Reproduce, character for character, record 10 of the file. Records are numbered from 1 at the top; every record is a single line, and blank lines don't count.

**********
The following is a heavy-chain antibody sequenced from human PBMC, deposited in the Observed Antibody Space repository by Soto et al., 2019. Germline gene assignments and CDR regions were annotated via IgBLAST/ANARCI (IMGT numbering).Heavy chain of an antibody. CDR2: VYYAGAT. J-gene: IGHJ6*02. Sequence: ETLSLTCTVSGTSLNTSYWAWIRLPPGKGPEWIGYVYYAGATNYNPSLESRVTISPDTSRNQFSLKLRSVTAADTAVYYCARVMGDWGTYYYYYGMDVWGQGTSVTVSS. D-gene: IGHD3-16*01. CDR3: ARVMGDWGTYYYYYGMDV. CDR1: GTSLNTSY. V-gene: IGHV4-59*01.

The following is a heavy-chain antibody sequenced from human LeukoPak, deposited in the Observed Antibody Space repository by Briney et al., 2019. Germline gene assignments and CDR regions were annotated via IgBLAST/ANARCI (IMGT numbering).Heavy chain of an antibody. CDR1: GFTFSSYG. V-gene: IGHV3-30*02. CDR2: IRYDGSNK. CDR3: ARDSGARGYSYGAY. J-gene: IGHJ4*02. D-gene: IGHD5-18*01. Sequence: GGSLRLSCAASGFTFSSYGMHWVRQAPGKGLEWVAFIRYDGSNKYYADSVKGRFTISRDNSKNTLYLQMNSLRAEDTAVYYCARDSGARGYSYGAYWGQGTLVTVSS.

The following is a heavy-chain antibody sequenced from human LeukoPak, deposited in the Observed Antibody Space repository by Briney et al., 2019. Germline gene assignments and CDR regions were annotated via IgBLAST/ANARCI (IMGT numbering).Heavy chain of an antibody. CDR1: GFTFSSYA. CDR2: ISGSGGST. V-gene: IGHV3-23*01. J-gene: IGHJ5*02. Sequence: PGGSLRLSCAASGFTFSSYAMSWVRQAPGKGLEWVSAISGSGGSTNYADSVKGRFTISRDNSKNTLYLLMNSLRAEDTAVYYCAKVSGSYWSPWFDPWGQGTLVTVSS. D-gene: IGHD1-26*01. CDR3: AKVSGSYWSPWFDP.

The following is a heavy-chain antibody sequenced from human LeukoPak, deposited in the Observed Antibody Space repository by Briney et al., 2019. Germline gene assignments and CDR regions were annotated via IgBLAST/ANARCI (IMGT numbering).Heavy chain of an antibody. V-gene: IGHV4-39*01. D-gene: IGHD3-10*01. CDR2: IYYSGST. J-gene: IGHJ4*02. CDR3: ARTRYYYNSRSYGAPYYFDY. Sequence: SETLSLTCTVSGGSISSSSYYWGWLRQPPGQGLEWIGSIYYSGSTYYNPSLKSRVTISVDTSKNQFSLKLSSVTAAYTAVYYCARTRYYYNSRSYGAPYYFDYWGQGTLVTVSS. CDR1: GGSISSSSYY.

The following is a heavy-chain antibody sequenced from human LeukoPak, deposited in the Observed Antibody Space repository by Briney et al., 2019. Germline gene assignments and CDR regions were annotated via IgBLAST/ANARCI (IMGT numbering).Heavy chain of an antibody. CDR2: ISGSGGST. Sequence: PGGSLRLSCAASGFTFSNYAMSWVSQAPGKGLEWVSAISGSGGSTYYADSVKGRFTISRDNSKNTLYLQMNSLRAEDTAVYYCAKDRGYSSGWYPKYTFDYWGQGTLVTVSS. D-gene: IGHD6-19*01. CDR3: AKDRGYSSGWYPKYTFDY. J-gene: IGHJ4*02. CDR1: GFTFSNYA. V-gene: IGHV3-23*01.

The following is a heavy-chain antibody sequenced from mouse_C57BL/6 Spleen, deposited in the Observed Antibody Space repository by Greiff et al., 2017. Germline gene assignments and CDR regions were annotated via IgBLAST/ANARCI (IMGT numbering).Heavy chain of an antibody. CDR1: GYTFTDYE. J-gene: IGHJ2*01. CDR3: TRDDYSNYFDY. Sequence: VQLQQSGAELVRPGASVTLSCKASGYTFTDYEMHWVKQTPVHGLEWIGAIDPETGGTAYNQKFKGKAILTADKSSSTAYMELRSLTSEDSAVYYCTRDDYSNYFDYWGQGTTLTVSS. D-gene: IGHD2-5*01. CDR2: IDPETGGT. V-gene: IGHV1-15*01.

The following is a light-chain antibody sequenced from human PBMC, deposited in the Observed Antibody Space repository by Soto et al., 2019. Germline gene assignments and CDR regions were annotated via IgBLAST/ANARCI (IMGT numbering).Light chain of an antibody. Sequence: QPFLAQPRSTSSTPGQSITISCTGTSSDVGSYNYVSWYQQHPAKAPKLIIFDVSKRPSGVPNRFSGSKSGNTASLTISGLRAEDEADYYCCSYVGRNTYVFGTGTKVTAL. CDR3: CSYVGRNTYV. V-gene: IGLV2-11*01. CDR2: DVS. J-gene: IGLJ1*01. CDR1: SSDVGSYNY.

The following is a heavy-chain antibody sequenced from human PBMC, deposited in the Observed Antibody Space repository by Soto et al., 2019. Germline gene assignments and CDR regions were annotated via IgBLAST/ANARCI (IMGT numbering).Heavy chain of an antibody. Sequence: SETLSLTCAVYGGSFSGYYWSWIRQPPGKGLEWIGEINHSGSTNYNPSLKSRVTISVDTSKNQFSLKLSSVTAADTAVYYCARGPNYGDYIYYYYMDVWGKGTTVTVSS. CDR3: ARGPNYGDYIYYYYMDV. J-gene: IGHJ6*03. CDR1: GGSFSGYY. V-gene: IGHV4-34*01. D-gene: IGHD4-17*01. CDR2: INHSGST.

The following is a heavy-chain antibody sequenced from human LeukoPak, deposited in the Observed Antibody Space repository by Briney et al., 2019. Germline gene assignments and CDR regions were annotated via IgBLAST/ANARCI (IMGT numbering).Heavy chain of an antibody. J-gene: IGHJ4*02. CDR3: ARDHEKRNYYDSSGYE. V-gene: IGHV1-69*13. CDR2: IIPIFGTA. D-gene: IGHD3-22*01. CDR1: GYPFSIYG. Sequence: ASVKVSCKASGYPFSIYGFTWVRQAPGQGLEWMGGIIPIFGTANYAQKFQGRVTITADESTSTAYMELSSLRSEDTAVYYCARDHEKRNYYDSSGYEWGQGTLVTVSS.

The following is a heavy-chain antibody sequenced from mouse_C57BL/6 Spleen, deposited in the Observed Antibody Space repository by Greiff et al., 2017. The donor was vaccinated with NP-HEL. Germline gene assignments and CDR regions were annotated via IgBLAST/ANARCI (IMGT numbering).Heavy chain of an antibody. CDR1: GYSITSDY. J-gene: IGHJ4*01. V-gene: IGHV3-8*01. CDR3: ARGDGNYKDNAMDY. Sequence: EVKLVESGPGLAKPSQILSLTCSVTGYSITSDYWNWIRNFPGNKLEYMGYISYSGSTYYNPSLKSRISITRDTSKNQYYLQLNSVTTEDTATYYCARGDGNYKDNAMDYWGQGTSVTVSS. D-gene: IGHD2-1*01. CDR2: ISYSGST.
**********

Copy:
The following is a heavy-chain antibody sequenced from mouse_C57BL/6 Spleen, deposited in the Observed Antibody Space repository by Greiff et al., 2017. The donor was vaccinated with NP-HEL. Germline gene assignments and CDR regions were annotated via IgBLAST/ANARCI (IMGT numbering).Heavy chain of an antibody. CDR1: GYSITSDY. J-gene: IGHJ4*01. V-gene: IGHV3-8*01. CDR3: ARGDGNYKDNAMDY. Sequence: EVKLVESGPGLAKPSQILSLTCSVTGYSITSDYWNWIRNFPGNKLEYMGYISYSGSTYYNPSLKSRISITRDTSKNQYYLQLNSVTTEDTATYYCARGDGNYKDNAMDYWGQGTSVTVSS. D-gene: IGHD2-1*01. CDR2: ISYSGST.